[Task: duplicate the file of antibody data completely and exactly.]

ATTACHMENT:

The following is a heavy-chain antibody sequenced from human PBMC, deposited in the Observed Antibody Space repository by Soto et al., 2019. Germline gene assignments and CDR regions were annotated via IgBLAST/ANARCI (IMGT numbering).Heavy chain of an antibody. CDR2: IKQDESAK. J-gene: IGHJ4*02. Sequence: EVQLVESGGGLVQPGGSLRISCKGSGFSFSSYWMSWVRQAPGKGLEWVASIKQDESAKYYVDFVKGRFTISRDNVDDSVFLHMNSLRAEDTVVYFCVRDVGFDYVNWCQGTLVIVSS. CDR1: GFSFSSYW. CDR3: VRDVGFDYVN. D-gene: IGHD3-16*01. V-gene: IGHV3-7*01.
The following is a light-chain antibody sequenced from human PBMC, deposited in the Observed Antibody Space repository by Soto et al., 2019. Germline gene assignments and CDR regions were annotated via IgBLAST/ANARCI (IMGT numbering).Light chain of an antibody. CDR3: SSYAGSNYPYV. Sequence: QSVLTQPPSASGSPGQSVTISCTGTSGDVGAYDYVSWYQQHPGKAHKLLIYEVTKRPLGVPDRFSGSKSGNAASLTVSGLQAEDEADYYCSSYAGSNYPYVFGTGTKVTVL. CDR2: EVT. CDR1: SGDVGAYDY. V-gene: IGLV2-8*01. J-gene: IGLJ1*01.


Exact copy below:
The following is a heavy-chain antibody sequenced from human PBMC, deposited in the Observed Antibody Space repository by Soto et al., 2019. Germline gene assignments and CDR regions were annotated via IgBLAST/ANARCI (IMGT numbering).Heavy chain of an antibody. CDR2: IKQDESAK. J-gene: IGHJ4*02. Sequence: EVQLVESGGGLVQPGGSLRISCKGSGFSFSSYWMSWVRQAPGKGLEWVASIKQDESAKYYVDFVKGRFTISRDNVDDSVFLHMNSLRAEDTVVYFCVRDVGFDYVNWCQGTLVIVSS. CDR1: GFSFSSYW. CDR3: VRDVGFDYVN. D-gene: IGHD3-16*01. V-gene: IGHV3-7*01.
The following is a light-chain antibody sequenced from human PBMC, deposited in the Observed Antibody Space repository by Soto et al., 2019. Germline gene assignments and CDR regions were annotated via IgBLAST/ANARCI (IMGT numbering).Light chain of an antibody. CDR3: SSYAGSNYPYV. Sequence: QSVLTQPPSASGSPGQSVTISCTGTSGDVGAYDYVSWYQQHPGKAHKLLIYEVTKRPLGVPDRFSGSKSGNAASLTVSGLQAEDEADYYCSSYAGSNYPYVFGTGTKVTVL. CDR2: EVT. CDR1: SGDVGAYDY. V-gene: IGLV2-8*01. J-gene: IGLJ1*01.